C++ Linked Lists Inserting a Node, Previous Node intialization

  c++, insert, linked-list, nodes, nullptr

I was looking at my C++ textbook at an example of a Linked List function for inserting a new node in the list which is below….

Void NumberList::insertNode(double num)
{

ListNode *newNode;                   //A new node
ListNode *nodePtr;                   //To transverse the list
ListNode *previousNode = nullptr;    //The previous node

//Allocate a new node and store num there
newNode = new ListNode;
newNode->value = num;

//If there's no nodes in the list, make newNode the first node
if (!head)
{
    head = newNode;
    newNode->next = nullptr;
}
else      //Otherwise, insert newNode
{
   //Postion nodePtr at the head of the list
   nodePtr = head;
    
  //Initialize previousNode to nullptr.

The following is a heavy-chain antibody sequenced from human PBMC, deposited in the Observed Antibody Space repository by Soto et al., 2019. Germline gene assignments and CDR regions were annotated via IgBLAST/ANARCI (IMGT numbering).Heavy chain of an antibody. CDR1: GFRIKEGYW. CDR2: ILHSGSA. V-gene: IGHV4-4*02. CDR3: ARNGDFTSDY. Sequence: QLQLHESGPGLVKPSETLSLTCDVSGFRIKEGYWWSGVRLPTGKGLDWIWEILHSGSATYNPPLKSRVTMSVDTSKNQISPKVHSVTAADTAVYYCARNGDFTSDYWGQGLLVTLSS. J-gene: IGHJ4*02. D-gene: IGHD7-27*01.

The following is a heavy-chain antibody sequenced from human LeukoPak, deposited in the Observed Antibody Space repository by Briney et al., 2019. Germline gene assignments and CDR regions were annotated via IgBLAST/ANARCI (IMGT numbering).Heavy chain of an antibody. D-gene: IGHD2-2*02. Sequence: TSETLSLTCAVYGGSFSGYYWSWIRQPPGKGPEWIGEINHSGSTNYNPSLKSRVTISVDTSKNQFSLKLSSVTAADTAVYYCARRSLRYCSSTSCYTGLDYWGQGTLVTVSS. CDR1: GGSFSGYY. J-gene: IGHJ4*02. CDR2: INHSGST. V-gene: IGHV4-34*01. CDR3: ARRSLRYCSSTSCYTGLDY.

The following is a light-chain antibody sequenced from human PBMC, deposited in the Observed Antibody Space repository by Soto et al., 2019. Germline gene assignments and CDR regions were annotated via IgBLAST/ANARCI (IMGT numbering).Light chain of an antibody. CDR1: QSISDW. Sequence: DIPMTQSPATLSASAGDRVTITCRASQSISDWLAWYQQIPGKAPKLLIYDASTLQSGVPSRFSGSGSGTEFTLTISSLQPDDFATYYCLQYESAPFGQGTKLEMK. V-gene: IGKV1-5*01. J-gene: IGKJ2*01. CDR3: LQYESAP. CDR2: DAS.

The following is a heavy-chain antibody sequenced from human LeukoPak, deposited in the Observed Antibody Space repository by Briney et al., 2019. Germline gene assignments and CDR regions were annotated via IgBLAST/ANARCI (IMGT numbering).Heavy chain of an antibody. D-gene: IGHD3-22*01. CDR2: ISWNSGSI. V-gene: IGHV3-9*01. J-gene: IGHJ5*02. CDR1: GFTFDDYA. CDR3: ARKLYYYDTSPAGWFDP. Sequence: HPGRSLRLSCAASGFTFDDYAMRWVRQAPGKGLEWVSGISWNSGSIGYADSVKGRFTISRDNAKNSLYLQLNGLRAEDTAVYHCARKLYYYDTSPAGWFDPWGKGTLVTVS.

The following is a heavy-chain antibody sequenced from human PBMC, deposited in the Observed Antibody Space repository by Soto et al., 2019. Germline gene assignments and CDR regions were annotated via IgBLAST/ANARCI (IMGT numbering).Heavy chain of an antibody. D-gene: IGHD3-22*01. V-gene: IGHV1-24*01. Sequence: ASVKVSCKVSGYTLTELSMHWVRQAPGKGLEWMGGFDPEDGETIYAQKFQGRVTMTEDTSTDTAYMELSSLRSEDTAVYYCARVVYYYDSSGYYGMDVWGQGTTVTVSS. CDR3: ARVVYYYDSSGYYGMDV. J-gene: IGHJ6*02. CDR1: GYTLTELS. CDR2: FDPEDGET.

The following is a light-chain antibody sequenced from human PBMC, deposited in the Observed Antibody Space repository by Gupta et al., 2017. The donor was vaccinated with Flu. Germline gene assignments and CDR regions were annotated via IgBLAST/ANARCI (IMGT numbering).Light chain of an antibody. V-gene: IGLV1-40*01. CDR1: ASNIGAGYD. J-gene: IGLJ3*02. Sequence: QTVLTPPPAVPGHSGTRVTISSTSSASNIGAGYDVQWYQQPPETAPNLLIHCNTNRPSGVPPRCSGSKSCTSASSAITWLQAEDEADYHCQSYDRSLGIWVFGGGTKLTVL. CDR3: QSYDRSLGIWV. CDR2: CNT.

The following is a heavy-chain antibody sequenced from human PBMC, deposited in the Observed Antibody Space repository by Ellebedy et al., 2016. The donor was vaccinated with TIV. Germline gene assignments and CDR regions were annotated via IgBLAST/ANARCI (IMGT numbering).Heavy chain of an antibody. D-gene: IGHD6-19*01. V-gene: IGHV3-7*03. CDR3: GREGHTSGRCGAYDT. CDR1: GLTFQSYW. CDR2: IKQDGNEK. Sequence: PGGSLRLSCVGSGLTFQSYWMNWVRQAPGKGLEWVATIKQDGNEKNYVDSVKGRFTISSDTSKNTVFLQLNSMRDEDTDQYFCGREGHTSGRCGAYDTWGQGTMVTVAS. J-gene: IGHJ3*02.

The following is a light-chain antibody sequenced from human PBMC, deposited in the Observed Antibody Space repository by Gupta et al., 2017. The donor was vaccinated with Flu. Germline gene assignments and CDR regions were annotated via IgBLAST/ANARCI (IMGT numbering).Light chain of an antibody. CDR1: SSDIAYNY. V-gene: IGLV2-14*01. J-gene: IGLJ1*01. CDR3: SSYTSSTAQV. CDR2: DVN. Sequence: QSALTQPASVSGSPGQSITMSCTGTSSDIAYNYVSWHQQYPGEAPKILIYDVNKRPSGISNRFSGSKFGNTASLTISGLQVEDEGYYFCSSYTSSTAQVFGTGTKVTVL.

previousNode = nullptr;

 //Skip all nodes whose value is less than num. 
 while (nodePtr != nullptr && nodePtr->value < num)
 {
     previousNode = nodePtr;
     nodePtr = nodePtr->next;
 }

 //If the new node is the 1st in the list, insert it before all other nodes
 if (previousNode == nullptr)
 {
    head = newNode; 
    newNode->next = nodePtr;
 }
 else  //Otherwise insert after the previous node
 {
    previousNode->next = newNode;
    newNode->next = nodePtr;
  }
 }
}

`

I was wondering why does previousNode get initialized to nullptr twice in the code? Wouldn’t once be good enough?

Another thing, could anyone give me an example of how we would insert a node into the list if the data being stored was a char or a string? Since in the while loop in this example, it states the data in the node has to be less than the data being passed to the function.

Thanks.

Source: Windows Questions C++

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